Connecting shiny modules through R6


Here's a simple example of working with a reactive R6 in a shiny app. It is inspired by a post to RStudio Community ( and uses the code provided by Winston Chang to create an R6 class that is reactive. The example code is located in
I can see two advantages and one disadvantage to using a reactive R6 class in a shiny app.


  • A single class instance can be shared between all shiny modules. This is particularly useful when working with shiny modules that are interdependent - ie content in module A is dependent on modules B and C, content in module B is dependent on modules A and C and content in module C is dependent on modules A and B. Using a reactive class means that we would simply send the class instance to each module. Any changes made to the class would automatically update in all shiny modules.
  • The R6 class instance itself can be saved and read back in at a later date, essentially providing a snapshot. Saving and reimporting the class instance is a great way to keep a set of complex data together.


  • Since updating the class triggers a refresh, some reactive outputs may be updated when their content has not changed. This is due to the class itself being reactive.

In this post I'll demonstrate a reactive R6 class called Analysis using a simple PCA and clustering example.

The Reactive Class

The main part of the code is the reactive class. Our class is built up from the code in the RStudio Community article when the class is initialized as reactive using Analysis$new(data=mydata)$reactive() (chaining), or by running the reactive() method on an initialized class instance, a couple of things occur:

  • a reactiveVal, reactiveDep is created, linked to a counter, which increases when the private invalidate() method is called.
  • a reactive expression, reactiveExpr is created which updates when reactiveDep changes.

The skeleton for the reactive R6 class is shown below:

 1Analysis <- R6Class("Analysis",
 2                               public = list(
 3                                   initialize = function(data = NULL) {
 4                                       private$reactiveDep <- function(x) NULL
 5                                    },
 6                                    reactive = function() {
 7                                        # Ensure the reactive stuff is initialized.
 8                                        if (is.null(private$reactiveExpr)) {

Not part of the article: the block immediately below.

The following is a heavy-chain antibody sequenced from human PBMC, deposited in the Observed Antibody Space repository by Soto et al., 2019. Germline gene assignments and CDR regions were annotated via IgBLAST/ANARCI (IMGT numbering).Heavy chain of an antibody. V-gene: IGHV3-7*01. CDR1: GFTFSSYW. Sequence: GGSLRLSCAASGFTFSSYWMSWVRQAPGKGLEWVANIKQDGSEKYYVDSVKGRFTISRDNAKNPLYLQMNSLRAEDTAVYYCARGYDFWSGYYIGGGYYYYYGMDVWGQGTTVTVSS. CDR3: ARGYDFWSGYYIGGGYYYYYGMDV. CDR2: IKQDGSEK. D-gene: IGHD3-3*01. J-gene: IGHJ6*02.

9                                            private$reactiveDep <- reactiveVal(0)
10                                            private$reactiveExpr <- reactive({
11                                                private$reactiveDep()
12                                                self
13                                            })
14                                        }
15                                        private$reactiveExpr
16                                    },
17                               ),
18                               private = list(
19                                   reactiveDep = NULL,
20                                   reactiveExpr = NULL,
21                                   invalidate = function() {
22                                       private$count <- private$count + 1
23                                       private$reactiveDep(private$count)
24                                       invisible()
25                                    },
26                                    count = 0
27                               )
28                    )

The invalidate method can be used to invalidate the reactive class. This is used when calling other methods that update the class contents. Invalidating the class forces an update in the shiny app of anything that is dependent on the class instance. In our example, the Analysis class contains the following reactive methods:
filter(), pca(), cluster() and set_clusters()
and the following non-reactive methods:
import(), get_data() and print().

Use in Shiny App

One use of this class is in a complex shiny app with many shiny modules. Using a reactive class simplifies the data that needs to be passed between the modules. This is particularly true when there are multiple dependencies. In this case, we define our class and assign it to a reactiveValue which is then shared between shiny modules. When the class instance is updated it is reflected in all the shiny modules; no data need be returned from one class and passed to another. The class instance is defined in the app.R server function as follows:

 1data <- iris
 3rv <- reactiveValues(
 4    analysis = NULL
 8    analysis <- Analysis$new(data)
 9    analysis$pca()
10    analysis$cluster()
11    rv$analysis <- analysis$reactive()

Here, a class instance is initiated using iris data, PCA and clustering methods are run and the result is stored in a reactiveValue which is then passed to each of the shiny modules.

graph TB subgraph rv$analysis app.R --> mod_data.R; app.R --> mod_multivariate.R; app.R --> mod_cluster.R; end

Each shiny module sits in a different tab which look as follows:

Upon changing the data (for example filtering), the reactive class is updated, triggering updates of all dependent outputs in all shiny modules:


Reactive R6 classes in shiny apps provides a useful way to share complex data and parameters across multiple interdependent shiny modules. Example code can be found in